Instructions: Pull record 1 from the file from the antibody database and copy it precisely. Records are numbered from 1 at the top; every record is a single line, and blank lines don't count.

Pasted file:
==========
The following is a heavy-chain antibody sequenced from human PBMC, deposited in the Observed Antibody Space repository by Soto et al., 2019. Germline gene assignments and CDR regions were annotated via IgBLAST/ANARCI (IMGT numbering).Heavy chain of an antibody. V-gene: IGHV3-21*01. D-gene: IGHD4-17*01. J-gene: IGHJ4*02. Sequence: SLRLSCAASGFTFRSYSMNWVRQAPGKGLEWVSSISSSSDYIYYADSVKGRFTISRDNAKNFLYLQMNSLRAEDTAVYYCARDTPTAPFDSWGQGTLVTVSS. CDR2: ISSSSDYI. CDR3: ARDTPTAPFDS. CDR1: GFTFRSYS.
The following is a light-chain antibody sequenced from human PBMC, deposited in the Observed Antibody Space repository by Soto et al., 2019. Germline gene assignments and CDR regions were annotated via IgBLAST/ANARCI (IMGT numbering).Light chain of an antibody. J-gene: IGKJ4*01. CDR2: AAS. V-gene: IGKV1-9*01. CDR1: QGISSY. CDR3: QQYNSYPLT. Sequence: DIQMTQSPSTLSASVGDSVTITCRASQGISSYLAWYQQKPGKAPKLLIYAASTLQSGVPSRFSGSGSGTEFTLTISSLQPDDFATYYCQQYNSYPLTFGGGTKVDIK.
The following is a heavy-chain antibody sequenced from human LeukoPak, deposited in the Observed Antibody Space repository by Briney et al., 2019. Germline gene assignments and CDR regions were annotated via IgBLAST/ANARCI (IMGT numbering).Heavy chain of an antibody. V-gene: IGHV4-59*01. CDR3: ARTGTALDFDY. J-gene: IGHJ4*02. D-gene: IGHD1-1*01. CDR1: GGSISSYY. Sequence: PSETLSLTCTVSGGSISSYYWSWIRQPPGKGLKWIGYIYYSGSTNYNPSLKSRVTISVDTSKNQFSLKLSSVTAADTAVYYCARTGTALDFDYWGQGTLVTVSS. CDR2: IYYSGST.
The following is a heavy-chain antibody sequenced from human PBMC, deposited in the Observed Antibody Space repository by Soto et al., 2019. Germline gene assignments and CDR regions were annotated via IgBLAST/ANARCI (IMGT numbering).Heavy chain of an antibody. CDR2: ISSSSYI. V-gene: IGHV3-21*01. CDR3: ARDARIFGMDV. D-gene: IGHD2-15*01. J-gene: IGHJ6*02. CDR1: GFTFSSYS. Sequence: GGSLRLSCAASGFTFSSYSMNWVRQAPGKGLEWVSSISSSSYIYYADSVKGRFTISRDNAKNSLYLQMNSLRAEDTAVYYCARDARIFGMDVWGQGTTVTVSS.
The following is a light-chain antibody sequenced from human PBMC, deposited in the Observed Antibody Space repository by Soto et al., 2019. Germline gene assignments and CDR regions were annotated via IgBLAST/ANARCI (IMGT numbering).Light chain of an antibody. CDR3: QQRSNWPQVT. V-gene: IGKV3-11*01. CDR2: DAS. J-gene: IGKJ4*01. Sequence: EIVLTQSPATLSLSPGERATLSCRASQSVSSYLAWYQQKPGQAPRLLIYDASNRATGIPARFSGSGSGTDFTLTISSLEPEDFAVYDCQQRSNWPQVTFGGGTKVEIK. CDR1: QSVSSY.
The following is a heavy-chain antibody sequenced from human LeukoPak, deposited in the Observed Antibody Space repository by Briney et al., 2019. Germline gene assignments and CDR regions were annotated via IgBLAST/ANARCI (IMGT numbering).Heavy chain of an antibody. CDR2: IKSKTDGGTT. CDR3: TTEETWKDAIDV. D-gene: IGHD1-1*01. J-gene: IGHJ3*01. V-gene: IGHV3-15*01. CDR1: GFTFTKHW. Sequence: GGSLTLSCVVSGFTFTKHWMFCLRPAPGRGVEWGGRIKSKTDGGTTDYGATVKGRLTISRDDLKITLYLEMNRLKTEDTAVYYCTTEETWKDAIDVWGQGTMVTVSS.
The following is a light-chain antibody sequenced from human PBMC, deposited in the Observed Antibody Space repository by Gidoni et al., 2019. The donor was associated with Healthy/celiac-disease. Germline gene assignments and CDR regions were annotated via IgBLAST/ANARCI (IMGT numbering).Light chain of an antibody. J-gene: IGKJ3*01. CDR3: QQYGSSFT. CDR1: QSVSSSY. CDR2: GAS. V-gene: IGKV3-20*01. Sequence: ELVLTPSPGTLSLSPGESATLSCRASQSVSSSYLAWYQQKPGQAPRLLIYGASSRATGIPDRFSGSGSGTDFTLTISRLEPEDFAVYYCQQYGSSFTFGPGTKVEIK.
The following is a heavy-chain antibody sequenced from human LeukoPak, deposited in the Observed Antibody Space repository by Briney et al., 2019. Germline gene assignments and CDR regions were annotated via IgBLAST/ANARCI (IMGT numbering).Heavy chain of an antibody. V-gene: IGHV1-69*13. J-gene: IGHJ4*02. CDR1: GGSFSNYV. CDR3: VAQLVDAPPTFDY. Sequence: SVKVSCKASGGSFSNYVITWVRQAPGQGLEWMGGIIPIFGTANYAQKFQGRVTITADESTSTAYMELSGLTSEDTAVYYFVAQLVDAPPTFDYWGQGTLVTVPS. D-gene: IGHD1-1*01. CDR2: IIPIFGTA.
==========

The following is a heavy-chain antibody sequenced from human PBMC, deposited in the Observed Antibody Space repository by Soto et al., 2019. Germline gene assignments and CDR regions were annotated via IgBLAST/ANARCI (IMGT numbering).Heavy chain of an antibody. V-gene: IGHV3-21*01. D-gene: IGHD4-17*01. J-gene: IGHJ4*02. Sequence: SLRLSCAASGFTFRSYSMNWVRQAPGKGLEWVSSISSSSDYIYYADSVKGRFTISRDNAKNFLYLQMNSLRAEDTAVYYCARDTPTAPFDSWGQGTLVTVSS. CDR2: ISSSSDYI. CDR3: ARDTPTAPFDS. CDR1: GFTFRSYS.